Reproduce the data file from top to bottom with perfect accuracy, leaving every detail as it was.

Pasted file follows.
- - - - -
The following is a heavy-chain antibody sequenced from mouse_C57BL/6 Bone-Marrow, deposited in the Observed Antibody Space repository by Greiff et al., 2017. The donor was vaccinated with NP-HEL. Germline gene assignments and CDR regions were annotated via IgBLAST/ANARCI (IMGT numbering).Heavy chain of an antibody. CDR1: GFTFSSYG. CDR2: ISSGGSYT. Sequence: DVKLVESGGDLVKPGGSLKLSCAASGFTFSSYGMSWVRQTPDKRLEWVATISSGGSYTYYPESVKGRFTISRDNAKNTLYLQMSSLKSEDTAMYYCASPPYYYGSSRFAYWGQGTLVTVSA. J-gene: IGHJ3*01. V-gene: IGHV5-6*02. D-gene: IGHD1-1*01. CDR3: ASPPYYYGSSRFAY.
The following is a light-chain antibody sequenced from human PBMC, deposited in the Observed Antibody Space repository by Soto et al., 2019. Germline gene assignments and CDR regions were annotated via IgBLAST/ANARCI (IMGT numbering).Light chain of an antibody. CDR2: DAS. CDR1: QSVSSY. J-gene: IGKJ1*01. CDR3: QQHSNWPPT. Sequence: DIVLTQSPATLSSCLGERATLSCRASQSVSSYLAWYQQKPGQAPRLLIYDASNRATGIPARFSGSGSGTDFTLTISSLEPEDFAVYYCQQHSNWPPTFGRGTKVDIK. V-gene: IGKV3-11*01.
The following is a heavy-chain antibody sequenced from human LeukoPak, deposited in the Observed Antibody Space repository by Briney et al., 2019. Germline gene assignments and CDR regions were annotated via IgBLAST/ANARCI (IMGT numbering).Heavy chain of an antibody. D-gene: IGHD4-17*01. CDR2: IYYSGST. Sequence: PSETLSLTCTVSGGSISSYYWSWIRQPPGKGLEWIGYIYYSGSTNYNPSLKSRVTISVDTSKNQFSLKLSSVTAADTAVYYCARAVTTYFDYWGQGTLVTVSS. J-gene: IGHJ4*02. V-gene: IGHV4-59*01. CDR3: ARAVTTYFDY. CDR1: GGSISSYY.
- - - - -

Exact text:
The following is a heavy-chain antibody sequenced from mouse_C57BL/6 Bone-Marrow, deposited in the Observed Antibody Space repository by Greiff et al., 2017. The donor was vaccinated with NP-HEL. Germline gene assignments and CDR regions were annotated via IgBLAST/ANARCI (IMGT numbering).Heavy chain of an antibody. CDR1: GFTFSSYG. CDR2: ISSGGSYT. Sequence: DVKLVESGGDLVKPGGSLKLSCAASGFTFSSYGMSWVRQTPDKRLEWVATISSGGSYTYYPESVKGRFTISRDNAKNTLYLQMSSLKSEDTAMYYCASPPYYYGSSRFAYWGQGTLVTVSA. J-gene: IGHJ3*01. V-gene: IGHV5-6*02. D-gene: IGHD1-1*01. CDR3: ASPPYYYGSSRFAY.
The following is a light-chain antibody sequenced from human PBMC, deposited in the Observed Antibody Space repository by Soto et al., 2019. Germline gene assignments and CDR regions were annotated via IgBLAST/ANARCI (IMGT numbering).Light chain of an antibody. CDR2: DAS. CDR1: QSVSSY. J-gene: IGKJ1*01. CDR3: QQHSNWPPT. Sequence: DIVLTQSPATLSSCLGERATLSCRASQSVSSYLAWYQQKPGQAPRLLIYDASNRATGIPARFSGSGSGTDFTLTISSLEPEDFAVYYCQQHSNWPPTFGRGTKVDIK. V-gene: IGKV3-11*01.
The following is a heavy-chain antibody sequenced from human LeukoPak, deposited in the Observed Antibody Space repository by Briney et al., 2019. Germline gene assignments and CDR regions were annotated via IgBLAST/ANARCI (IMGT numbering).Heavy chain of an antibody. D-gene: IGHD4-17*01. CDR2: IYYSGST. Sequence: PSETLSLTCTVSGGSISSYYWSWIRQPPGKGLEWIGYIYYSGSTNYNPSLKSRVTISVDTSKNQFSLKLSSVTAADTAVYYCARAVTTYFDYWGQGTLVTVSS. J-gene: IGHJ4*02. V-gene: IGHV4-59*01. CDR3: ARAVTTYFDY. CDR1: GGSISSYY.